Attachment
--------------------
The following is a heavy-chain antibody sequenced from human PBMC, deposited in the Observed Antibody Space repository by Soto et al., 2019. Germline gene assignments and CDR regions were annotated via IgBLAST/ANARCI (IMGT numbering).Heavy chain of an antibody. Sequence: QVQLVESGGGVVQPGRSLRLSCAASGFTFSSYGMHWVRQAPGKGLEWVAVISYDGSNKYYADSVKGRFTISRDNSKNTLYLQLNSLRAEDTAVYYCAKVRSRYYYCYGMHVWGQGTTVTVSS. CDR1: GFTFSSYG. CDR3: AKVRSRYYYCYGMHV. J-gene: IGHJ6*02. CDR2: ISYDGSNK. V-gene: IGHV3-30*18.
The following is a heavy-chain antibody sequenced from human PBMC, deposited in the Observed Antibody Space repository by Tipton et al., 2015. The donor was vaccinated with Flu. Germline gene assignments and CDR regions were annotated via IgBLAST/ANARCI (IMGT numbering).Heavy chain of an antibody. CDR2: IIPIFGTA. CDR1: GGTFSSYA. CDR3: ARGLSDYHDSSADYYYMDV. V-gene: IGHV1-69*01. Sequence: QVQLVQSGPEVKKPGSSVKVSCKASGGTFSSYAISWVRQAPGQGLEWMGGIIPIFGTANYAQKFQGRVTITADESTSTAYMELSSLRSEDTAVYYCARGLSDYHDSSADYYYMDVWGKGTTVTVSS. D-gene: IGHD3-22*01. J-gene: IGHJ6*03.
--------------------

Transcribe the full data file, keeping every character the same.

The following is a heavy-chain antibody sequenced from human PBMC, deposited in the Observed Antibody Space repository by Soto et al., 2019. Germline gene assignments and CDR regions were annotated via IgBLAST/ANARCI (IMGT numbering).Heavy chain of an antibody. Sequence: QVQLVESGGGVVQPGRSLRLSCAASGFTFSSYGMHWVRQAPGKGLEWVAVISYDGSNKYYADSVKGRFTISRDNSKNTLYLQLNSLRAEDTAVYYCAKVRSRYYYCYGMHVWGQGTTVTVSS. CDR1: GFTFSSYG. CDR3: AKVRSRYYYCYGMHV. J-gene: IGHJ6*02. CDR2: ISYDGSNK. V-gene: IGHV3-30*18.
The following is a heavy-chain antibody sequenced from human PBMC, deposited in the Observed Antibody Space repository by Tipton et al., 2015. The donor was vaccinated with Flu. Germline gene assignments and CDR regions were annotated via IgBLAST/ANARCI (IMGT numbering).Heavy chain of an antibody. CDR2: IIPIFGTA. CDR1: GGTFSSYA. CDR3: ARGLSDYHDSSADYYYMDV. V-gene: IGHV1-69*01. Sequence: QVQLVQSGPEVKKPGSSVKVSCKASGGTFSSYAISWVRQAPGQGLEWMGGIIPIFGTANYAQKFQGRVTITADESTSTAYMELSSLRSEDTAVYYCARGLSDYHDSSADYYYMDVWGKGTTVTVSS. D-gene: IGHD3-22*01. J-gene: IGHJ6*03.